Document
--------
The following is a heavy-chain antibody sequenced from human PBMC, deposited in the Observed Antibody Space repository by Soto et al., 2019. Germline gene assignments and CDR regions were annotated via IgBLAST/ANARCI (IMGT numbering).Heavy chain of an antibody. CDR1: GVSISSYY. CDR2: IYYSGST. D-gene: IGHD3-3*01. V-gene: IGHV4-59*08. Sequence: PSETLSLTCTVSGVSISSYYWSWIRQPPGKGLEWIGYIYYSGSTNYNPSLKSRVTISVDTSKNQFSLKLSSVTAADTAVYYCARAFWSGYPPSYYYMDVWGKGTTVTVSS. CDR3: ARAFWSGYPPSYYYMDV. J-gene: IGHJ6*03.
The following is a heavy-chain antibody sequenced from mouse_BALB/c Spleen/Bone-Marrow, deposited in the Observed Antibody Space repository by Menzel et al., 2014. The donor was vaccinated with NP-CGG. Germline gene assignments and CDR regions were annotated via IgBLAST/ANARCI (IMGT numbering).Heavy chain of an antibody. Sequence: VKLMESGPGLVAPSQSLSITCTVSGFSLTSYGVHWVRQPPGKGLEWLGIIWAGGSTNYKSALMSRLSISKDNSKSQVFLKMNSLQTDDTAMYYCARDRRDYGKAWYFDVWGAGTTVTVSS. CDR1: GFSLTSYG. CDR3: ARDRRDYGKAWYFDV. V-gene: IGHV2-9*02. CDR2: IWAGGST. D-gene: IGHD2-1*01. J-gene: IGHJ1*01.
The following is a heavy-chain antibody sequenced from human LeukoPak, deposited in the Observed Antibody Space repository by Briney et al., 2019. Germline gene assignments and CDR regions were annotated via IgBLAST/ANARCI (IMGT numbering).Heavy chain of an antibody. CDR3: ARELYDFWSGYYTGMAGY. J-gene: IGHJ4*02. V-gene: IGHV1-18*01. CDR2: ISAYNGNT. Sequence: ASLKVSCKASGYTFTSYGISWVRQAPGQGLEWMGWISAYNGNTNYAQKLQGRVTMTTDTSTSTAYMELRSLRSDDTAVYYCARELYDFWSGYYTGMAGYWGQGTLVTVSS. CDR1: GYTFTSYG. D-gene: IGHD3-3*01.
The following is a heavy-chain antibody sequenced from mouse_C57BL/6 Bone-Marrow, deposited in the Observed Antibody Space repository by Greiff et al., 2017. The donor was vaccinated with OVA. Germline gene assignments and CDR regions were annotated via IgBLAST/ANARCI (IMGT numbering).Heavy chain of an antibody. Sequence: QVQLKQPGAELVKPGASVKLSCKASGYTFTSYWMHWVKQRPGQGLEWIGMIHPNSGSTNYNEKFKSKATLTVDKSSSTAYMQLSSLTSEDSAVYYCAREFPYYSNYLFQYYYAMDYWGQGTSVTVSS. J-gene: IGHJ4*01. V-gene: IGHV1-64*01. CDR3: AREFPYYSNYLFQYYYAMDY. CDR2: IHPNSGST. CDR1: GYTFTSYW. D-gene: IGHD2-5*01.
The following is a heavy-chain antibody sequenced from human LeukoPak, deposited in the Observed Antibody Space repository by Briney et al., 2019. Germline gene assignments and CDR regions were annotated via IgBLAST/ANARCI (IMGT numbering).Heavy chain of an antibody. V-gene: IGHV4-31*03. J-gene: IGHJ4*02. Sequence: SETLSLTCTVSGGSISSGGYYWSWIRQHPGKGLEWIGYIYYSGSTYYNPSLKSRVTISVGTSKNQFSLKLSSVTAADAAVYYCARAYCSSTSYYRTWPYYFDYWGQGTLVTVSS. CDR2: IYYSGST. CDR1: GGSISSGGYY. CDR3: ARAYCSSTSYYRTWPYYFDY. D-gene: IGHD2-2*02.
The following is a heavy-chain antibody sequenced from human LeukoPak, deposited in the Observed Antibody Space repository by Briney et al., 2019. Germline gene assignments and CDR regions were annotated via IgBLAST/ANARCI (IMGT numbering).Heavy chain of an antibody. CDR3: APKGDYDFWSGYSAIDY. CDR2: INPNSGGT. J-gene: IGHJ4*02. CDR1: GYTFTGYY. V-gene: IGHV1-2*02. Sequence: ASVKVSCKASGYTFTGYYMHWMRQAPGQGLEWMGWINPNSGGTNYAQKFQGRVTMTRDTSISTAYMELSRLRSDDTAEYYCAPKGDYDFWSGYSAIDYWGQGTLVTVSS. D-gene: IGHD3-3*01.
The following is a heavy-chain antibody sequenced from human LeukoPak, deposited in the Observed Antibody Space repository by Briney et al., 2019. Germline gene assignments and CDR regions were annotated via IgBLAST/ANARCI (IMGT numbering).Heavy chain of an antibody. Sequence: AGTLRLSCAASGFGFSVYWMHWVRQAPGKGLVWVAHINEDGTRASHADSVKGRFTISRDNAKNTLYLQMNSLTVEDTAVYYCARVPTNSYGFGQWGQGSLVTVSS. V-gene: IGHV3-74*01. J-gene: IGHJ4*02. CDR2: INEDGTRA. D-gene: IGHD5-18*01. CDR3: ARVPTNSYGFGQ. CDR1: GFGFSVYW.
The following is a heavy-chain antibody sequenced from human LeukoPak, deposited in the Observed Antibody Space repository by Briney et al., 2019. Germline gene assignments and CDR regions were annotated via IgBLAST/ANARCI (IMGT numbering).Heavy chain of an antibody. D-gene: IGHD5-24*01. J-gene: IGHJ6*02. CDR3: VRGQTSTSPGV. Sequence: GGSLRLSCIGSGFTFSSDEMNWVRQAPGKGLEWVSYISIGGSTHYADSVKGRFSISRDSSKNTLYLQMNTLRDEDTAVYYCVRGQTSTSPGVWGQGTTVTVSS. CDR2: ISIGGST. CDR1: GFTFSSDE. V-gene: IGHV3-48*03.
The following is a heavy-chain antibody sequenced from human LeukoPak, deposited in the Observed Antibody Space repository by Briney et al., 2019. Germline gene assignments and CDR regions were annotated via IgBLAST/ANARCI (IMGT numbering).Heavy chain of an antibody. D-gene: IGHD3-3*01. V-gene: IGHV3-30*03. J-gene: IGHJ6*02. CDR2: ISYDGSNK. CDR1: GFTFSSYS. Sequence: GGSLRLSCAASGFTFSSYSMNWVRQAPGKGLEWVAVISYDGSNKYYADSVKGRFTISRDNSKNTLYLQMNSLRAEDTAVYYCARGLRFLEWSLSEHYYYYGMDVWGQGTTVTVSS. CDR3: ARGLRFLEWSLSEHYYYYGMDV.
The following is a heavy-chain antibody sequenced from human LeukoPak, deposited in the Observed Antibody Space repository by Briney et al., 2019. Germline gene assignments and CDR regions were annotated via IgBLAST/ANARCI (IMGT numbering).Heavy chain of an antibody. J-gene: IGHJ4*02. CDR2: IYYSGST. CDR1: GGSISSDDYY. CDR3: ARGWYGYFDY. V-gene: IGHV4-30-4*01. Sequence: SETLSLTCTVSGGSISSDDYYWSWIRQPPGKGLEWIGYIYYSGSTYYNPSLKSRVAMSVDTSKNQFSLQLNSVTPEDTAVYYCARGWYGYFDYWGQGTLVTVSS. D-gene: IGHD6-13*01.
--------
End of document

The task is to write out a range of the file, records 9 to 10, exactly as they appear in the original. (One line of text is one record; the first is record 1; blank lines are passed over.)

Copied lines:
The following is a heavy-chain antibody sequenced from human LeukoPak, deposited in the Observed Antibody Space repository by Briney et al., 2019. Germline gene assignments and CDR regions were annotated via IgBLAST/ANARCI (IMGT numbering).Heavy chain of an antibody. D-gene: IGHD3-3*01. V-gene: IGHV3-30*03. J-gene: IGHJ6*02. CDR2: ISYDGSNK. CDR1: GFTFSSYS. Sequence: GGSLRLSCAASGFTFSSYSMNWVRQAPGKGLEWVAVISYDGSNKYYADSVKGRFTISRDNSKNTLYLQMNSLRAEDTAVYYCARGLRFLEWSLSEHYYYYGMDVWGQGTTVTVSS. CDR3: ARGLRFLEWSLSEHYYYYGMDV.
The following is a heavy-chain antibody sequenced from human LeukoPak, deposited in the Observed Antibody Space repository by Briney et al., 2019. Germline gene assignments and CDR regions were annotated via IgBLAST/ANARCI (IMGT numbering).Heavy chain of an antibody. J-gene: IGHJ4*02. CDR2: IYYSGST. CDR1: GGSISSDDYY. CDR3: ARGWYGYFDY. V-gene: IGHV4-30-4*01. Sequence: SETLSLTCTVSGGSISSDDYYWSWIRQPPGKGLEWIGYIYYSGSTYYNPSLKSRVAMSVDTSKNQFSLQLNSVTPEDTAVYYCARGWYGYFDYWGQGTLVTVSS. D-gene: IGHD6-13*01.